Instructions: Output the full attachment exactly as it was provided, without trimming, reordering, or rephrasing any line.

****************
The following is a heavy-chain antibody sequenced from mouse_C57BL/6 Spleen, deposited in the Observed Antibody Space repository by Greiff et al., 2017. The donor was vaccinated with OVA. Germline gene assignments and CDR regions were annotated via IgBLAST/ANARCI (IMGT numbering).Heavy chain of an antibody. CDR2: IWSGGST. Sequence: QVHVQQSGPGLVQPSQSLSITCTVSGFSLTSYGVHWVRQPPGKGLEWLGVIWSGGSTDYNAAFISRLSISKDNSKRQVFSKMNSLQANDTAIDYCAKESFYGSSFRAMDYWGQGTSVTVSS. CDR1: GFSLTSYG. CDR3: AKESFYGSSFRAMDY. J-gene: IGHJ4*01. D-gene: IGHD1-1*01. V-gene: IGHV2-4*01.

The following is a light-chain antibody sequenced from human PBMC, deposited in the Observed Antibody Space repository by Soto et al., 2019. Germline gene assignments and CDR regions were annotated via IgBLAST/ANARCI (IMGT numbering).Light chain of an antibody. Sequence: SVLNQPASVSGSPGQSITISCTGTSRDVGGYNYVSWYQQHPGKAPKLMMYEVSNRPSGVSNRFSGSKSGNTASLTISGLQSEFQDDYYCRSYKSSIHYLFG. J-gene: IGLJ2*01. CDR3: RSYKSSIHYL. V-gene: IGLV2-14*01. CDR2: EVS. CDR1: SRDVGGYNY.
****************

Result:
The following is a heavy-chain antibody sequenced from mouse_C57BL/6 Spleen, deposited in the Observed Antibody Space repository by Greiff et al., 2017. The donor was vaccinated with OVA. Germline gene assignments and CDR regions were annotated via IgBLAST/ANARCI (IMGT numbering).Heavy chain of an antibody. CDR2: IWSGGST. Sequence: QVHVQQSGPGLVQPSQSLSITCTVSGFSLTSYGVHWVRQPPGKGLEWLGVIWSGGSTDYNAAFISRLSISKDNSKRQVFSKMNSLQANDTAIDYCAKESFYGSSFRAMDYWGQGTSVTVSS. CDR1: GFSLTSYG. CDR3: AKESFYGSSFRAMDY. J-gene: IGHJ4*01. D-gene: IGHD1-1*01. V-gene: IGHV2-4*01.

The following is a light-chain antibody sequenced from human PBMC, deposited in the Observed Antibody Space repository by Soto et al., 2019. Germline gene assignments and CDR regions were annotated via IgBLAST/ANARCI (IMGT numbering).Light chain of an antibody. Sequence: SVLNQPASVSGSPGQSITISCTGTSRDVGGYNYVSWYQQHPGKAPKLMMYEVSNRPSGVSNRFSGSKSGNTASLTISGLQSEFQDDYYCRSYKSSIHYLFG. J-gene: IGLJ2*01. CDR3: RSYKSSIHYL. V-gene: IGLV2-14*01. CDR2: EVS. CDR1: SRDVGGYNY.